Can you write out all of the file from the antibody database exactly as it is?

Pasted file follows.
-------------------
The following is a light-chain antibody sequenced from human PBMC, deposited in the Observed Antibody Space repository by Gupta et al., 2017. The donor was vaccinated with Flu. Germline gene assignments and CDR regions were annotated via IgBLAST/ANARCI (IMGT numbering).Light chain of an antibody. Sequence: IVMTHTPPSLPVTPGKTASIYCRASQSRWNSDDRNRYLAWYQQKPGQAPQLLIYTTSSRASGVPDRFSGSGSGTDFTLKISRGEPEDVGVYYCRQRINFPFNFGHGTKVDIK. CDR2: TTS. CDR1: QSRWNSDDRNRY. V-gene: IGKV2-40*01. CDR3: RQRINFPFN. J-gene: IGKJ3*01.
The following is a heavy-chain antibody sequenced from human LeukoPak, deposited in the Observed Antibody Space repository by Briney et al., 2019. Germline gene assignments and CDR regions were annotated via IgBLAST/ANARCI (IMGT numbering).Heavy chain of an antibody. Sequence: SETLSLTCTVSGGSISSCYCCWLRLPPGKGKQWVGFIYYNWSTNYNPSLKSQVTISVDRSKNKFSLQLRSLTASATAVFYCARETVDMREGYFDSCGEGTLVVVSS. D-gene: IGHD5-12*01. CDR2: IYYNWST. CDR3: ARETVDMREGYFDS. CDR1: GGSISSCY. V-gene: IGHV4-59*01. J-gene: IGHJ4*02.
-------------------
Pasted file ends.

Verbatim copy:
The following is a light-chain antibody sequenced from human PBMC, deposited in the Observed Antibody Space repository by Gupta et al., 2017. The donor was vaccinated with Flu. Germline gene assignments and CDR regions were annotated via IgBLAST/ANARCI (IMGT numbering).Light chain of an antibody. Sequence: IVMTHTPPSLPVTPGKTASIYCRASQSRWNSDDRNRYLAWYQQKPGQAPQLLIYTTSSRASGVPDRFSGSGSGTDFTLKISRGEPEDVGVYYCRQRINFPFNFGHGTKVDIK. CDR2: TTS. CDR1: QSRWNSDDRNRY. V-gene: IGKV2-40*01. CDR3: RQRINFPFN. J-gene: IGKJ3*01.
The following is a heavy-chain antibody sequenced from human LeukoPak, deposited in the Observed Antibody Space repository by Briney et al., 2019. Germline gene assignments and CDR regions were annotated via IgBLAST/ANARCI (IMGT numbering).Heavy chain of an antibody. Sequence: SETLSLTCTVSGGSISSCYCCWLRLPPGKGKQWVGFIYYNWSTNYNPSLKSQVTISVDRSKNKFSLQLRSLTASATAVFYCARETVDMREGYFDSCGEGTLVVVSS. D-gene: IGHD5-12*01. CDR2: IYYNWST. CDR3: ARETVDMREGYFDS. CDR1: GGSISSCY. V-gene: IGHV4-59*01. J-gene: IGHJ4*02.